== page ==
Friday, September 16, 2011

Connected Cars Coming to a Showroom Near You

Are you worried about getting into an accident with a distracted driver talking on a cell phone?  Well coming soon you may have to be concerned about motorists who are browsing the web, searching for closestor even check the latest stock quotes. The next big market for auto industry is the connected car. Automakers are now featuring internet enabled models at recent car shows and researchers predict that 90% of new cars will ship with connected car features within the next five years.

The times are long past when car shows reeked of motor oil and car enthusiasts were obsessed with engine power and sleek designs. With the aid of telematics and M2M (machine to machine) wireless internet access, automobile makers believe the car of the future will no longer be just a vehicle, but an extension of the home or workplace, where drivers will have access to emails and keep up-to-date on their social networks even on the road.

German manufacturer BMW already offers ConnectedDrive and BMW Assist which provides an onboard computer with internet access where drivers can locate the closest restaurant, the nearest ATM or free parking space in a matter of clicks. And rival Mercedes Benz is not to be outdone, either: its new Mbrace built-in computer allows drivers to unlock doors using their mobile phones, avoid jams using local traffic data, find your car in a crowded parking lot and even surf the web.

Even budget automakers like Hyundai are offering connected car features. Hyundai offers the Blue Link system in the popular Sonata allows voice recognition software to dictate text messages. Toyota has its version called Entune, which will reach the dealerships this fall links with smartphones and offers on-screen information and weather. Ford's Sync system lets you listen to text messages and send automated replies. In its new concept car, the Evos, Ford claims it can adjust the car to custom personal preferences, even down to the cabin temperature, and access to the driver's home entertainment systems for listening to favorite news and music stations.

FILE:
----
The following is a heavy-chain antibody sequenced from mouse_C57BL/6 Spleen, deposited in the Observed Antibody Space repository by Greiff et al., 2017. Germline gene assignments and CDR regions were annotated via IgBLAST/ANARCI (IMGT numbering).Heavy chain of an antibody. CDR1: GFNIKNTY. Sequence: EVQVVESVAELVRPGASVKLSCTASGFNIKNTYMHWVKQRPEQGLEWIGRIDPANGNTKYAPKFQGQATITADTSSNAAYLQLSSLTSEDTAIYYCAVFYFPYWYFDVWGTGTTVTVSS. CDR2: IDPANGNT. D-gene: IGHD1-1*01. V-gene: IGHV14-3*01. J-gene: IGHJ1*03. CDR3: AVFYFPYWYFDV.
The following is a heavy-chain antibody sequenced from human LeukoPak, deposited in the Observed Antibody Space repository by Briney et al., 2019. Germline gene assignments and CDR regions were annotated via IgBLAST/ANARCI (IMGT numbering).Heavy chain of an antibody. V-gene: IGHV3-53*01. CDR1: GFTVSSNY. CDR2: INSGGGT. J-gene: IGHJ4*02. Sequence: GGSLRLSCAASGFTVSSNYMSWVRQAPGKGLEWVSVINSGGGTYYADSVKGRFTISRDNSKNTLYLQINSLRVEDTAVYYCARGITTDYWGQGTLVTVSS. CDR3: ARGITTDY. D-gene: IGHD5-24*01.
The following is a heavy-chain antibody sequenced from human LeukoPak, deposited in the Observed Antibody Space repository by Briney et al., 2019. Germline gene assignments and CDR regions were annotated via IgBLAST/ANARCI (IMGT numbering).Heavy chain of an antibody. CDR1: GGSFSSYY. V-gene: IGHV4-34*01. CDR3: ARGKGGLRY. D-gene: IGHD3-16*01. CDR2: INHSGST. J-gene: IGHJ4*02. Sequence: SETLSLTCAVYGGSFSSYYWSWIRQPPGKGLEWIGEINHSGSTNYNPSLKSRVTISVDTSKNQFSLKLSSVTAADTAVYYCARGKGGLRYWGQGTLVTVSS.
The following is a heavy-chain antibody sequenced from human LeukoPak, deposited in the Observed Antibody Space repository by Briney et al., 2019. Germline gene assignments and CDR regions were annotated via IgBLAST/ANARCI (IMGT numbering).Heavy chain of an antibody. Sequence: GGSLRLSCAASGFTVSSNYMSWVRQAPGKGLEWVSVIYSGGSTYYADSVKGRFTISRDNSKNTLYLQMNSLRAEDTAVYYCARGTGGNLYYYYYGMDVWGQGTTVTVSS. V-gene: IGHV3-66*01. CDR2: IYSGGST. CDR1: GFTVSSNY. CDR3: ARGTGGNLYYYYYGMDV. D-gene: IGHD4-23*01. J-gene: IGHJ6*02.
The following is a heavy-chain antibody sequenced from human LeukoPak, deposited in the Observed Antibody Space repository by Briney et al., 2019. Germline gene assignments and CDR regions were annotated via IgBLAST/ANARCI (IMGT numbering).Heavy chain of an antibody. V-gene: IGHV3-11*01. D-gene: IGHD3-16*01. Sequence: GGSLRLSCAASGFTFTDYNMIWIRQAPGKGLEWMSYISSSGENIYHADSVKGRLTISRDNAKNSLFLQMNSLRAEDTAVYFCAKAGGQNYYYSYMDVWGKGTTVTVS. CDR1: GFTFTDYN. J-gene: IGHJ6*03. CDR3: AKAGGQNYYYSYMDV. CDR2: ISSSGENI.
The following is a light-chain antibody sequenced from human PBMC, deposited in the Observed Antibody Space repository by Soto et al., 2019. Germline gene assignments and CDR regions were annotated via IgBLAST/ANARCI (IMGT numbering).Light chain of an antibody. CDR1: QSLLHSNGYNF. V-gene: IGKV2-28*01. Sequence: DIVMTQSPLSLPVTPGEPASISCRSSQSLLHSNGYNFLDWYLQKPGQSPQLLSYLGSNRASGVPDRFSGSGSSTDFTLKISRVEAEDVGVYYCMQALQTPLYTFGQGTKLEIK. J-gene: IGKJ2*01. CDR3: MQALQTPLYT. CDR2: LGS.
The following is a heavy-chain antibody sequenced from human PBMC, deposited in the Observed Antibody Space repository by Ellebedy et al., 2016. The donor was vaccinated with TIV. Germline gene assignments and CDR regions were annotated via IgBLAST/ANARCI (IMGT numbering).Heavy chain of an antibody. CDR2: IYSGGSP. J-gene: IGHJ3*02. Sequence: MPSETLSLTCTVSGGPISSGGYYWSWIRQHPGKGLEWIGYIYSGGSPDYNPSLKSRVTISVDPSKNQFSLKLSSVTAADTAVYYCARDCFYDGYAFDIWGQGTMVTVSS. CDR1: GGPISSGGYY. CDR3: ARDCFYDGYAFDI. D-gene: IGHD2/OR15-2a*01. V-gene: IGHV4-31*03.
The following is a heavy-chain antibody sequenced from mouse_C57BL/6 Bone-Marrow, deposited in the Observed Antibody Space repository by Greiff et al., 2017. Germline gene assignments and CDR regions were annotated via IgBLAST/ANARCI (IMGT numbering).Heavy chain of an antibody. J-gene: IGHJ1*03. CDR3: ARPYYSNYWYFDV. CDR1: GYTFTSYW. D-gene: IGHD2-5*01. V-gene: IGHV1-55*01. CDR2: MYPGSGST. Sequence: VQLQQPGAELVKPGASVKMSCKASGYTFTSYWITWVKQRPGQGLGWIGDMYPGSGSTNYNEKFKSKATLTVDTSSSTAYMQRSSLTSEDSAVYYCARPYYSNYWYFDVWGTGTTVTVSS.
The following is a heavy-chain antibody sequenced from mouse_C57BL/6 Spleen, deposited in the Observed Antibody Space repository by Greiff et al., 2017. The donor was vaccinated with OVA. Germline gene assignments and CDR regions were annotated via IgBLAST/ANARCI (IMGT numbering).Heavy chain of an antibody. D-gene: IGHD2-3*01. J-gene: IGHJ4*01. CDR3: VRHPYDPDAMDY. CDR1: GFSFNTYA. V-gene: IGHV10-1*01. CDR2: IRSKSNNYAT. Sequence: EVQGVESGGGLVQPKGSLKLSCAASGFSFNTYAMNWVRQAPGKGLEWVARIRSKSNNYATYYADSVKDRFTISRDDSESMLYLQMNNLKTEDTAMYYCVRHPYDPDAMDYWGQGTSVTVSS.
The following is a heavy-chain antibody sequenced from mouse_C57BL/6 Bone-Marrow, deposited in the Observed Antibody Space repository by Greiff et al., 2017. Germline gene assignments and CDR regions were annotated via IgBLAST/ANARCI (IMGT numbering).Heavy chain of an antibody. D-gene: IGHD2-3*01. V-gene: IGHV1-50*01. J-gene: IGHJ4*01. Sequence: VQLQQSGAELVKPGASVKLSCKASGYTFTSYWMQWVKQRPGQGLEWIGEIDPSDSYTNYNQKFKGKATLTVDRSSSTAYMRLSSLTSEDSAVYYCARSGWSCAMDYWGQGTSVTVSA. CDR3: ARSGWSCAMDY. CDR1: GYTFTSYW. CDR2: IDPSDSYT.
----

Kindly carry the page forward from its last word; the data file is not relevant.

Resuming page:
"A successful car must offer lifestyle, comfort and also fit in with people's ecological awareness," says Stephan Reith of the consultancy firm, Booz & Company.

The automotive part makers such as Bosch in Germany and Valeo in France are busily investing in state-of-the-art onboard computer technologies that can park a vehicle without the driver in the car.

Nevertheless, the new services are not without their dangers, such as driver distraction. The challenge is to meet customer demands without impinging on traffic safety. "Automakers really need to think about all of these things that they're putting in automobiles now and what impact they have on the driver's ability to drive safely" says Transportation Secretary Ray LaHood. The National Highway Traffic Safety Administration is evaluating in-car technology to develop criteria and regulations that auto manufacturers can use to minimize distractions.

And there are other security concerns, US anti-virus software developer McAfee warned of possible hacker attacks on vehicle computer systems. "It's one thing to hack into someone's email account or laptop. But if cars are hacked, that could seriously compromise critical safety systems," says McAfee general manager Stuart McClure.

And data protection specialists warned drivers must be careful about the sheer volume of personal data stored, particularly in electric cars, which could be used to track somebody's whereabouts or movements.

The concept of the connected car definately has its appeal. Convenient, smartphone-like services can give you quick access to information that can help you save time and even save gas by preventing needless driving.

The bottom line is drivers need to use electronics sensibly. If you need to search the web, send text messages or set destinations when the car is parked or let a passenger work the controls. A driver should ensure that his attention focused on the road and safety is the number one concern.

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